“Yea, though I walk through the valley of the shadow of death, I will fear no evil; For You are with me; Your rod and Your staff, they comfort me.” (Psalms 23:4)
Metaphorically speaking, we enjoy living life on the mountaintops. We like living high on life. We like being “on top” of everything, like bills, bank accounts, jobs, relationships, and so on. We like it when we feel we are on top of everything, when we “got it all together.”
But, the valleys are a different story. The valleys are those lows and dips in our lives where everything seems so shaky and uncertain. We may feel hopeless, despaired, frightened, and stressed. The valleys intimidate us because all we can see are giant mountains surrounding and towering over us.
The Bible mentions several valleys such as the Valley of Baca, or the Valley of Weeping (Psalm 84:6). Then, there is the Valley of Achor, or the Valley of Trouble (Hosea 2:15), and the Valley of Dry Bones (Ezekiel 37:1-14), but probably the valley we are all most familiar with is the “valley of the shadow of death” in Psalm 23. This valley is not just familiar to us because of the famous psalm. We know all about this valley because we oftentimes are forced to travel through it. With this article, I would like to point out some truths about the valleys of life and suggest some ways we can get through them more easily.
1. Valleys are inevitable
No one goes through life without going through valleys. Oh, how we would love to just stay on the mountaintop where we feel on top of everything, but no matter how hard we try to avoid them, the valleys are sure to pull us into them. Some valleys are short, lasting only a day or a few days, while other valleys are long and seem to last forever. So, if valleys are inevitable, we should learn to brace ourselves for them and learn the best way to get through them.
“Man that is born of a woman is of few days and full of trouble.” (Job 14:1) It is a fact that in this life, we will go through many troubling times.
2. Valleys are unexpected
Rarely do we ever anticipate valleys and troubles in our lives. Most often, they come out of the blue, blind-sliding us. Valleys have no schedule, and they often come without warning, like a flat tire on the way to work.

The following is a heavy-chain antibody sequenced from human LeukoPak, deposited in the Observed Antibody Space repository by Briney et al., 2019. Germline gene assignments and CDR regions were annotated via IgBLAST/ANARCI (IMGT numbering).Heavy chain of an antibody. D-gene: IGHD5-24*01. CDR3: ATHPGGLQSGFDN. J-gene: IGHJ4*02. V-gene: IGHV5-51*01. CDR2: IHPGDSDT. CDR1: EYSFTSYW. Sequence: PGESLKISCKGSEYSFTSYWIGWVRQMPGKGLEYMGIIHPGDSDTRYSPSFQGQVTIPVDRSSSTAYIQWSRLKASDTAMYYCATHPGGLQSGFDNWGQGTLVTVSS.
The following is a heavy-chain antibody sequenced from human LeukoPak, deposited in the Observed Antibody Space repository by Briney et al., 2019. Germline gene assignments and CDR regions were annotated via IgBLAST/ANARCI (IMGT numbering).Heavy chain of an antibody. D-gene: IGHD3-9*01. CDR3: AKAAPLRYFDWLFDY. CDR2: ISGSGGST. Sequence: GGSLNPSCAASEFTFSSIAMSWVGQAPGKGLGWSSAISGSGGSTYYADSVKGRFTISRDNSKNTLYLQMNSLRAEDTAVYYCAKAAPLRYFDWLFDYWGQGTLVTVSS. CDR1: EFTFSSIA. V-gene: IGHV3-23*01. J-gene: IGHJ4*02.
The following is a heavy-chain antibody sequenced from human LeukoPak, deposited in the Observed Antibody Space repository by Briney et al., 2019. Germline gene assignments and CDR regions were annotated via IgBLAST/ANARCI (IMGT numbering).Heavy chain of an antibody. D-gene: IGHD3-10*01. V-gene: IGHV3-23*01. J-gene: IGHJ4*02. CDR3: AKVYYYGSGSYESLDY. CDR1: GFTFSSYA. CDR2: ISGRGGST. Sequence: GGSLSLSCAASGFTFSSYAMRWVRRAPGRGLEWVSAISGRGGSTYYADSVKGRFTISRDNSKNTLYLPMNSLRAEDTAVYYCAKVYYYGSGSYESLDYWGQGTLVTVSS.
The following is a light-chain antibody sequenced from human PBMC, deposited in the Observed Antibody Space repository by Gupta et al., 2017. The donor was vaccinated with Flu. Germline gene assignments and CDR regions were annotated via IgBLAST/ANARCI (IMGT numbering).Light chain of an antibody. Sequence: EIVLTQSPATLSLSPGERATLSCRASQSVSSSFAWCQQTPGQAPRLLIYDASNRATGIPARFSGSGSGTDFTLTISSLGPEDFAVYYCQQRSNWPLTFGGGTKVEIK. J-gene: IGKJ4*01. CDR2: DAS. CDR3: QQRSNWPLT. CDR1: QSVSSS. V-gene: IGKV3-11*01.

“Destruction upon destruction is cried; for the whole land is plundered. Suddenly are my tents are plundered, and curtains in a moment.” (Jeremiah 4:20)
We may not be able prepare for the specific problems that pop up in our lives, but if we accept the fact that valleys do and will come unexpectedly, we will not be surprised when they happen.
3. Valleys do not show partiality
It doesn’t matter who you are, how old or young, how rich or poor, valleys happen to everyone. No one escapes valleys. When we go through tough times, we often question, “Why me?” But, the truth is that everyone has their troubles. Everyone goes through their own valleys.
As the wise man, Solomon, says: “As it happens to the fool, it also happens to me.” (Ecclesiastes 2:15)
“All things come alike to all: One event happens to the righteous and the wicked; to the good, the clean, and the unclean; to him who sacrifices and him who does not sacrifice. As is the good, so is the sinner; he who takes an oath as he who fears an oath.” (Ecclesiastes 9:2)
4. Valleys never last forever
Valleys may be intimidating, stressful, and heartbreaking, but there are some good points about valleys. For one, all valleys have an end. No matter what we are going through, we will eventually come out of the valley if we don’t sit down and give up. Sometimes, we may feel like there is no end to the valley, but if we just keep moving forward, putting one step in front of the other, we will find the exit sign.
5. Valleys serve a purpose
Another good thing about valleys is that, believe it or not, they serve a purpose. Just like God created the mountains, He created the valleys. When we go through life valleys, we tend to think that they are not normal. “This shouldn’t be happening to me,” we may think. However, just like valleys are a normal part of God’s physical creation, so are life’s valleys a part of God’s purposes.